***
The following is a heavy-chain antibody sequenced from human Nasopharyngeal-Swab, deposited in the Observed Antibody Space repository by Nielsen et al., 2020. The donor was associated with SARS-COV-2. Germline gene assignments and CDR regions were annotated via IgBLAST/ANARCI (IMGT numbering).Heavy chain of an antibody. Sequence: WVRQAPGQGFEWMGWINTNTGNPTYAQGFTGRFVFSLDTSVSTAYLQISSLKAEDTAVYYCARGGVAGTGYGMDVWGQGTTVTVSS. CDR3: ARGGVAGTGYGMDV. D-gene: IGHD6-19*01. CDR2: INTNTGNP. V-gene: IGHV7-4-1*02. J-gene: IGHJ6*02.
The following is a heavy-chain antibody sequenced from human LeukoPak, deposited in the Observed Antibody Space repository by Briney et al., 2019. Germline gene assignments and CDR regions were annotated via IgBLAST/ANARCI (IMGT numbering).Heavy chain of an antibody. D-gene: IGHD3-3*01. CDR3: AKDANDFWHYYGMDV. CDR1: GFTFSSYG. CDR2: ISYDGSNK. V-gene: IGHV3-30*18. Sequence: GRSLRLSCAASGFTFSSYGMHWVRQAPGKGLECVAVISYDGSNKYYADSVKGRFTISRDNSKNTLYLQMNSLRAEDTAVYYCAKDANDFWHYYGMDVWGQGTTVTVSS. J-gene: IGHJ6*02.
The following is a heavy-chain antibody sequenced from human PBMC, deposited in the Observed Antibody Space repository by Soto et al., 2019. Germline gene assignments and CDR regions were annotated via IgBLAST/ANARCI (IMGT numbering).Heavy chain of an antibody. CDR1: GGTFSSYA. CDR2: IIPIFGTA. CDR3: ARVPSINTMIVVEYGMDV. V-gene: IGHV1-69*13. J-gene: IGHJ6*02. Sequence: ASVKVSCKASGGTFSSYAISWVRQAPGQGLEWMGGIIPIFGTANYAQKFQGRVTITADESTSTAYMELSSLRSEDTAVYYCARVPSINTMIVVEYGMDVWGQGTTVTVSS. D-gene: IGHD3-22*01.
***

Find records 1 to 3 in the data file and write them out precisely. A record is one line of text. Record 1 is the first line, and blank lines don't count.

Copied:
The following is a heavy-chain antibody sequenced from human Nasopharyngeal-Swab, deposited in the Observed Antibody Space repository by Nielsen et al., 2020. The donor was associated with SARS-COV-2. Germline gene assignments and CDR regions were annotated via IgBLAST/ANARCI (IMGT numbering).Heavy chain of an antibody. Sequence: WVRQAPGQGFEWMGWINTNTGNPTYAQGFTGRFVFSLDTSVSTAYLQISSLKAEDTAVYYCARGGVAGTGYGMDVWGQGTTVTVSS. CDR3: ARGGVAGTGYGMDV. D-gene: IGHD6-19*01. CDR2: INTNTGNP. V-gene: IGHV7-4-1*02. J-gene: IGHJ6*02.
The following is a heavy-chain antibody sequenced from human LeukoPak, deposited in the Observed Antibody Space repository by Briney et al., 2019. Germline gene assignments and CDR regions were annotated via IgBLAST/ANARCI (IMGT numbering).Heavy chain of an antibody. D-gene: IGHD3-3*01. CDR3: AKDANDFWHYYGMDV. CDR1: GFTFSSYG. CDR2: ISYDGSNK. V-gene: IGHV3-30*18. Sequence: GRSLRLSCAASGFTFSSYGMHWVRQAPGKGLECVAVISYDGSNKYYADSVKGRFTISRDNSKNTLYLQMNSLRAEDTAVYYCAKDANDFWHYYGMDVWGQGTTVTVSS. J-gene: IGHJ6*02.
The following is a heavy-chain antibody sequenced from human PBMC, deposited in the Observed Antibody Space repository by Soto et al., 2019. Germline gene assignments and CDR regions were annotated via IgBLAST/ANARCI (IMGT numbering).Heavy chain of an antibody. CDR1: GGTFSSYA. CDR2: IIPIFGTA. CDR3: ARVPSINTMIVVEYGMDV. V-gene: IGHV1-69*13. J-gene: IGHJ6*02. Sequence: ASVKVSCKASGGTFSSYAISWVRQAPGQGLEWMGGIIPIFGTANYAQKFQGRVTITADESTSTAYMELSSLRSEDTAVYYCARVPSINTMIVVEYGMDVWGQGTTVTVSS. D-gene: IGHD3-22*01.